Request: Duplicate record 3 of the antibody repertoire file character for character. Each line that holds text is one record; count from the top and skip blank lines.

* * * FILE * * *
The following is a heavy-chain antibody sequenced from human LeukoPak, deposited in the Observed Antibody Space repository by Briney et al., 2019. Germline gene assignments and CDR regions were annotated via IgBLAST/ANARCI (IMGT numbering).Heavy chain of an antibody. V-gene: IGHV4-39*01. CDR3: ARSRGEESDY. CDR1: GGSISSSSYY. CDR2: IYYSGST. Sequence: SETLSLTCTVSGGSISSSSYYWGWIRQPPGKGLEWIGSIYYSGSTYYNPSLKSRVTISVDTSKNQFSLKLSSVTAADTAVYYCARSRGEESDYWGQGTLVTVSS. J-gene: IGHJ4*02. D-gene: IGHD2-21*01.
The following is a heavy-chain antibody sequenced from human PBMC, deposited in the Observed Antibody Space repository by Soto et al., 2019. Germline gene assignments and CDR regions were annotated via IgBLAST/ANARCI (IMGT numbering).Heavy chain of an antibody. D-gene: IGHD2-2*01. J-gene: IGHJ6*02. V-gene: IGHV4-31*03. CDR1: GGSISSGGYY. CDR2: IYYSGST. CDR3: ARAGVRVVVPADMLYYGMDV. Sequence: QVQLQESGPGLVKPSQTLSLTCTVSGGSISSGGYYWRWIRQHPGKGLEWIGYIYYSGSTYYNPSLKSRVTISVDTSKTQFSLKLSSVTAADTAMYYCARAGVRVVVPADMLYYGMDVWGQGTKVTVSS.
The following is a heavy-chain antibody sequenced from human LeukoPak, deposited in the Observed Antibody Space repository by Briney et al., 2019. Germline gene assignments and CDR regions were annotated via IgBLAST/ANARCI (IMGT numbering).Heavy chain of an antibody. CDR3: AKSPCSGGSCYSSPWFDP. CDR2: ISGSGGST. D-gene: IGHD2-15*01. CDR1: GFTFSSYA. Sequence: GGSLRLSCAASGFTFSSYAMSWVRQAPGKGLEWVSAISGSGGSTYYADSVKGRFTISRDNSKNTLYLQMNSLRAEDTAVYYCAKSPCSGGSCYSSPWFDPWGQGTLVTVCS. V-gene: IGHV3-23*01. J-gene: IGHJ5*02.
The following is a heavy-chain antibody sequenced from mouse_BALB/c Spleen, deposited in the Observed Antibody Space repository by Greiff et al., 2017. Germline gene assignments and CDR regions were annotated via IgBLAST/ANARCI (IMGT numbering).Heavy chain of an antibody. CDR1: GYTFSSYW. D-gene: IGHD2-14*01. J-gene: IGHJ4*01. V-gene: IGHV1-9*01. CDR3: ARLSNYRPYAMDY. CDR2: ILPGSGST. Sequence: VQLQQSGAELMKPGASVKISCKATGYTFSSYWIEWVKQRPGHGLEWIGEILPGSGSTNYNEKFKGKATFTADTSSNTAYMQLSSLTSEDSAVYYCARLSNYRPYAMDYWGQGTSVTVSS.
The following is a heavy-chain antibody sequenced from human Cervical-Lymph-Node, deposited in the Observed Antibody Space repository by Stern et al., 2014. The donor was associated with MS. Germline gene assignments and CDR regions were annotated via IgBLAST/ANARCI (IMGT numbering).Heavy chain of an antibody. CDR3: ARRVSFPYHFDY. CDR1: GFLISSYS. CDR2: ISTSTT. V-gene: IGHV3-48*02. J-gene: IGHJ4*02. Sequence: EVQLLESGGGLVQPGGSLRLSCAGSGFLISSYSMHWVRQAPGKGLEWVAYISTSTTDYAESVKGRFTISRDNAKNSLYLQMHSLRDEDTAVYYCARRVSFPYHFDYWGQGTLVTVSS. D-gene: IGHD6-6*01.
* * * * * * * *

The following is a heavy-chain antibody sequenced from human LeukoPak, deposited in the Observed Antibody Space repository by Briney et al., 2019. Germline gene assignments and CDR regions were annotated via IgBLAST/ANARCI (IMGT numbering).Heavy chain of an antibody. CDR3: AKSPCSGGSCYSSPWFDP. CDR2: ISGSGGST. D-gene: IGHD2-15*01. CDR1: GFTFSSYA. Sequence: GGSLRLSCAASGFTFSSYAMSWVRQAPGKGLEWVSAISGSGGSTYYADSVKGRFTISRDNSKNTLYLQMNSLRAEDTAVYYCAKSPCSGGSCYSSPWFDPWGQGTLVTVCS. V-gene: IGHV3-23*01. J-gene: IGHJ5*02.